- Beach Boys concluding 50th anniversary year
- Band's distinctive sound has permeated pop culture
- Band has known its share of setbacks, but music is immortal
In the beginning was the sun.
It was followed by the world and the surf, little birds and good vibrations, girls and cars and fun, fun, fun.
And to set it all to music? The Beach Boys.
On Tuesday, Capitol Records releases "Made in California," a Beach Boys boxed set that wraps up the legendary band's 50th anniversary year. The set includes all the hits, of course -- "Surfin' USA," "I Get Around," "Help Me Rhonda," "Good Vibrations," "Do It Again," ad glorious infinitum -- but also a variety of hidden gems, including tracks from the "Smile" sessions (which finally saw the light of day in late 2011), demos, alternate takes and even an essay Brian Wilson wrote in 1959.
The essay, incidentally, is called "My Philosophy." "The satisfaction of 'a place in the world' seems well worth a sincere effort to me," Wilson wrote at 17, suggesting that he wanted to make his place with music.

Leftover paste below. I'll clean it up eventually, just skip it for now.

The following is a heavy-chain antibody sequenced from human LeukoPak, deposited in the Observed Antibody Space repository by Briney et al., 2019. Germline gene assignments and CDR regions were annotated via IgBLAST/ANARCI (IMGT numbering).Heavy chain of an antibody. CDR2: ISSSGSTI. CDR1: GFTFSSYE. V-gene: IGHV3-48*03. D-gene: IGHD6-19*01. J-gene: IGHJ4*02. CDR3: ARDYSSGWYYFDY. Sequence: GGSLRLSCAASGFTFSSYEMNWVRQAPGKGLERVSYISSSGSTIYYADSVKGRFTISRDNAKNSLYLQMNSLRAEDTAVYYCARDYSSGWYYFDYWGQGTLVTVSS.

Little did he know that his philosophy -- let's call it a vision, really -- would influence popular culture, period.
By crossing the rock 'n' roll of Chuck Berry with the tight harmonies of the Four Freshmen, adding an echo of Phil Spector and focusing on the sunny landscape of Southern California, the Beach Boys -- brothers Brian, Dennis and Carl Wilson, cousin Mike Love and friend Al Jardine -- invented a whole world.
It was a world that wasn't always good to them. The three Wilson brothers were haunted by the violence of their father, Murry. Love and Brian Wilson were at odds for many years. (They may be again, after the 50th-anniversary tour ended with some acrimony.) Dennis Wilson struggled with substance abuse and died in 1983. Brian, of course, has had his own very well-publicized demons.
But through it all has been the music, full of vulnerability ("The Warmth of the Sun," "In My Room," "Don't Worry Baby"), confidence ("I Get Around," "Do It Again"), grace ("God Only Knows," "Wonderful") and celebration ("This Whole World," "Surf's Up").
It's an instantly identifiable sound, even when done by others. All it takes is jangling guitars, a plinking piano and, oh, those heavenly harmonies.
"I've often felt that I was on a musical mission, to spread the gospel of love through records," Wilson once said.
We just have to listen.